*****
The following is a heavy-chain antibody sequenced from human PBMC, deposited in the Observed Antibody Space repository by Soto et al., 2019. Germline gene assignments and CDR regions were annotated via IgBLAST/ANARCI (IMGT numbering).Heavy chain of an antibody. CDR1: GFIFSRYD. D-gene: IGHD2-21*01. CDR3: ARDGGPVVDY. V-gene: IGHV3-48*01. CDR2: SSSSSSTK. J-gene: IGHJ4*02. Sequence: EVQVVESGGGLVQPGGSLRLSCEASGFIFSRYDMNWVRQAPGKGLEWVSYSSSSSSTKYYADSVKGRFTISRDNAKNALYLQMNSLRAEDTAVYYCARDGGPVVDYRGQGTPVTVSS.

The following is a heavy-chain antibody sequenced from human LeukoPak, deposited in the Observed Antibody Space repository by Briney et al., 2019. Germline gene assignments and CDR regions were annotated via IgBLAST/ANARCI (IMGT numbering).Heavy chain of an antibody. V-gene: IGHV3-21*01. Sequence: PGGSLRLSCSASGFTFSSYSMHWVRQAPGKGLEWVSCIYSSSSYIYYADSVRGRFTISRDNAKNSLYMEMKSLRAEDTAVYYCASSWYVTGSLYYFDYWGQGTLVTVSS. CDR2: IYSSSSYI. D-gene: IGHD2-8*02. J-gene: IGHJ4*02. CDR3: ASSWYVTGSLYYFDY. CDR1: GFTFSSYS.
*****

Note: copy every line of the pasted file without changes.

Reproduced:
The following is a heavy-chain antibody sequenced from human PBMC, deposited in the Observed Antibody Space repository by Soto et al., 2019. Germline gene assignments and CDR regions were annotated via IgBLAST/ANARCI (IMGT numbering).Heavy chain of an antibody. CDR1: GFIFSRYD. D-gene: IGHD2-21*01. CDR3: ARDGGPVVDY. V-gene: IGHV3-48*01. CDR2: SSSSSSTK. J-gene: IGHJ4*02. Sequence: EVQVVESGGGLVQPGGSLRLSCEASGFIFSRYDMNWVRQAPGKGLEWVSYSSSSSSTKYYADSVKGRFTISRDNAKNALYLQMNSLRAEDTAVYYCARDGGPVVDYRGQGTPVTVSS.

The following is a heavy-chain antibody sequenced from human LeukoPak, deposited in the Observed Antibody Space repository by Briney et al., 2019. Germline gene assignments and CDR regions were annotated via IgBLAST/ANARCI (IMGT numbering).Heavy chain of an antibody. V-gene: IGHV3-21*01. Sequence: PGGSLRLSCSASGFTFSSYSMHWVRQAPGKGLEWVSCIYSSSSYIYYADSVRGRFTISRDNAKNSLYMEMKSLRAEDTAVYYCASSWYVTGSLYYFDYWGQGTLVTVSS. CDR2: IYSSSSYI. D-gene: IGHD2-8*02. J-gene: IGHJ4*02. CDR3: ASSWYVTGSLYYFDY. CDR1: GFTFSSYS.